Osurnia Otic Suspension (Florfenicol, Terbinafine, Betamethasone) for Dogs

Overview of Osurnia Medication for Dogs

  • Osurnia is a medication to treat ear infections in dogs. Otitis externa (outer ear infections) commonly include infection with both bacteria and yeast organisms. Many medications designed to treat these infections will include multiple medications to treat all aspects of the infection. You can learn more about otitis externa in these articles from the Petplace library: Otitis Externa (Ear Infections) in Dogs and Otitis Externa (Ear Infections) in Cats. 
  • Osurnia contains 3 medications to treat your pet’s otitis externa:

    • Florfenicol – a bacteriostatic antibiotic that will treat a wide variety of bacteria types found in ear infections.
    • Terbinafine – an antifungal medication used to treat infections caused by fungi (yeasts and molds). It is effective in the treatment of the common skin and ear yeast Malassezia pachydematitis.
    • Betamethasone – a glucocorticosteroid that will help reduce inflammation and itching in the ear canal. Inflammation is a large source of the pain associated with otitis, this will help your pet become comfortable more quickly.
  • Osurnia is specifically used to treat of otitis externa caused by susceptible strains of yeast (Malassezia pachydermatis) and bacteria (Staphylococcus pseudointermedius).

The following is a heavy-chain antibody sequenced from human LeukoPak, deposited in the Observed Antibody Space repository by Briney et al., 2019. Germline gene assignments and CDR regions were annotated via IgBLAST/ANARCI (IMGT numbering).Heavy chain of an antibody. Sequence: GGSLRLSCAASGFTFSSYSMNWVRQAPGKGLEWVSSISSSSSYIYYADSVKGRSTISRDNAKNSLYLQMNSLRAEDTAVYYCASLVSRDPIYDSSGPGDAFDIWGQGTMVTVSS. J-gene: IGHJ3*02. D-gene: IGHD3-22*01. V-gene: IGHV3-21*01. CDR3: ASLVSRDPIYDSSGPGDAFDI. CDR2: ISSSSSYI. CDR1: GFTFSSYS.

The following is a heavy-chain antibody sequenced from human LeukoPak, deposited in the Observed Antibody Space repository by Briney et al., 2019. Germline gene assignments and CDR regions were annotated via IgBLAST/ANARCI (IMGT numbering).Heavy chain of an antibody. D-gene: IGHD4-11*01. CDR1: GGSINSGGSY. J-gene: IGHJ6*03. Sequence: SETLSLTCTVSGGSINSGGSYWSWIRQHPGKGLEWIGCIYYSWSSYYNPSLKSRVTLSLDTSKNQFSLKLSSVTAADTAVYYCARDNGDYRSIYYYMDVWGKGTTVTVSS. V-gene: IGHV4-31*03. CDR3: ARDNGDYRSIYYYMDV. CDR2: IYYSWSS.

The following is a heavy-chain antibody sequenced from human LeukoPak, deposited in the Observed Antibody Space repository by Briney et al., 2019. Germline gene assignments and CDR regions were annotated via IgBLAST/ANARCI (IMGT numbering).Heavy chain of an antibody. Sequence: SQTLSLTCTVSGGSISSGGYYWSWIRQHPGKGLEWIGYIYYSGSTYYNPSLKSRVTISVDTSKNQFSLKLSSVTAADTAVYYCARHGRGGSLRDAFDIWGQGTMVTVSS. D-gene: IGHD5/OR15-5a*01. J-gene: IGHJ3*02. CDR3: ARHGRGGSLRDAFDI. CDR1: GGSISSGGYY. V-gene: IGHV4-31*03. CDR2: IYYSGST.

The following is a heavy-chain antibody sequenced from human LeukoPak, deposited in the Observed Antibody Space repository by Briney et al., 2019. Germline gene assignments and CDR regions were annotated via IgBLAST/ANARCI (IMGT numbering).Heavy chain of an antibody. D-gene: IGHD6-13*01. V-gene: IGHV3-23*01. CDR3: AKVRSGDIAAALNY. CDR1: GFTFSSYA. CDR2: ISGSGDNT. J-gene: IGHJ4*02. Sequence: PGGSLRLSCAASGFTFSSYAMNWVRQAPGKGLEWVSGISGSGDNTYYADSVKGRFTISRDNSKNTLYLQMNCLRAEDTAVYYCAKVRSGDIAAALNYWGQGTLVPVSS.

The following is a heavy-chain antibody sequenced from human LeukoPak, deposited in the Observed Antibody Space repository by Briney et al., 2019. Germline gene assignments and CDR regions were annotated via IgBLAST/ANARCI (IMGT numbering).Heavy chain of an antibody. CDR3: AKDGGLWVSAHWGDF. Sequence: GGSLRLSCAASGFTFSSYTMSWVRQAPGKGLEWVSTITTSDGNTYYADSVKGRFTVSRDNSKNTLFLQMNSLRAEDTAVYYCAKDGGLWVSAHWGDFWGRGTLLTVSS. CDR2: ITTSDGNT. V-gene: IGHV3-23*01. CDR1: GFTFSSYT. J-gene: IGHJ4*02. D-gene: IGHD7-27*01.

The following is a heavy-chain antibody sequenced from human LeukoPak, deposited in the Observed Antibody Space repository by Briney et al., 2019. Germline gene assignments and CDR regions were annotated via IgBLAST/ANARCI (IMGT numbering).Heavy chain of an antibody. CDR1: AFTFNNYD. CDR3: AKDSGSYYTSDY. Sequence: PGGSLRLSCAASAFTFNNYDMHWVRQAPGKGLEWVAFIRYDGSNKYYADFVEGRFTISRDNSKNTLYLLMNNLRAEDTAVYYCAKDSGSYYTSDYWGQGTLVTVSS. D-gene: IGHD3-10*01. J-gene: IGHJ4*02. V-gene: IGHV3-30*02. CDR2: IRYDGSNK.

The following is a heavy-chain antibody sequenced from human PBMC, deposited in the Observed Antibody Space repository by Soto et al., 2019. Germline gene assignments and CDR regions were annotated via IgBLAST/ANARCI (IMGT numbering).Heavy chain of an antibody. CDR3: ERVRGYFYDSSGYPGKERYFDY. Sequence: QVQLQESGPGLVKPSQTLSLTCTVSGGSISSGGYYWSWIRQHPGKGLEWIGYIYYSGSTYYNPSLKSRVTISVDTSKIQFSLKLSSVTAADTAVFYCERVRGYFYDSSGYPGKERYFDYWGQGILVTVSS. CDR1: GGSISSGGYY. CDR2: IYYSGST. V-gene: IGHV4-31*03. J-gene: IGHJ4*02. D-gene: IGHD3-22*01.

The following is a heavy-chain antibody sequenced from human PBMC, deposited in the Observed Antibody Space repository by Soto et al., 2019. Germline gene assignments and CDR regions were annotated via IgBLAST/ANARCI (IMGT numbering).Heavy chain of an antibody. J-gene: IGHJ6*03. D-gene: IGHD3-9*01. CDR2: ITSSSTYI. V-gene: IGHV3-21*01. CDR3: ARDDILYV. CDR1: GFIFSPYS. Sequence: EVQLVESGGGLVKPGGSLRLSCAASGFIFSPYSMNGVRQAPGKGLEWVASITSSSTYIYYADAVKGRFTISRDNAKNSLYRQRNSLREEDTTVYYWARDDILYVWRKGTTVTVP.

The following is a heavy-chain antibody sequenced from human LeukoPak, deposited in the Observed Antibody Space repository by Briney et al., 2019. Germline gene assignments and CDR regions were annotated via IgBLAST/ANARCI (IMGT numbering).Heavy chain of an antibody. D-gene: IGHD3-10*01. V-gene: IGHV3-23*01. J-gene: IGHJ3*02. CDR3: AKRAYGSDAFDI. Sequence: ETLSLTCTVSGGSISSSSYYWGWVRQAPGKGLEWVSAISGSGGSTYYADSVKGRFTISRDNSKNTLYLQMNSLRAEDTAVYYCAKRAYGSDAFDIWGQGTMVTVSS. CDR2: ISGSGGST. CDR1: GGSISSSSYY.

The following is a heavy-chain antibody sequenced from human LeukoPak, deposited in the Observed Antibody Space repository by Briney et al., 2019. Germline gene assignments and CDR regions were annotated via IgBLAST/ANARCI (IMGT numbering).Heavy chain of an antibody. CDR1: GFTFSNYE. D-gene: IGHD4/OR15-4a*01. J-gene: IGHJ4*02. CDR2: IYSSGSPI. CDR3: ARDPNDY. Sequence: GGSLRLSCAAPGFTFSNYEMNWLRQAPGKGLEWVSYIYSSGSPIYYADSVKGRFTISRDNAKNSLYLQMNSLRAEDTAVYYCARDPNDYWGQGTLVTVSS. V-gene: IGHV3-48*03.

Brand Names

  • Osurnia® – Elanco Animal Health
    Similar multi-drug products include:

    • Tresaderm (Merial) which includes Neomycin sulfate, dexamethasone and thiabendazole
    • Otomax Ointment (Intervet-Schering-Plough) which includes Gentamicin sulfate, betamethasone valerate and clotrimazole
    • Posatex (Intervet/Schering-Plough Animal Health) which includes Orbifloxacin, posaconazole, mometasone furoate monohydrate
    • Generic formulations which contain Neomycin, polymyxin B, and hydrocortisone (generics)
    • Surolan (Vetoquinol) which includes Miconazole nitrate, polymyxin B sulfate, prednisolone acetate
    • Mometamax (Elanco Animal Health) which includes clotrimazole, gentamicin and mometasone

Uses of Osurnia in Dogs

  • Osurnia is prescribed to treat or control infections caused by susceptible yeast and bacterial ear infections (otitis externa). The product is currently labeled for use in dogs only.
  • Osurnia is not effective against infections caused by viruses or parasites (such as worms or mites).
  • Identification of the cause of an ear infection should be undertaken by your veterinarian.

Precautions and Adverse (Side-) Effects of Osurnia

  • The combination of florfenicol, terbinafine, betamethasone found in Osurnia® is generally safe for use in dogs.
  • Your pet should be examined by your veterinarian before starting this medication, it should not be used in animals with a ruptured ear drum (tympanic membrane).
  • Signs of allergy to Osurnia® may include skin reactions, hives and redness of the treated area.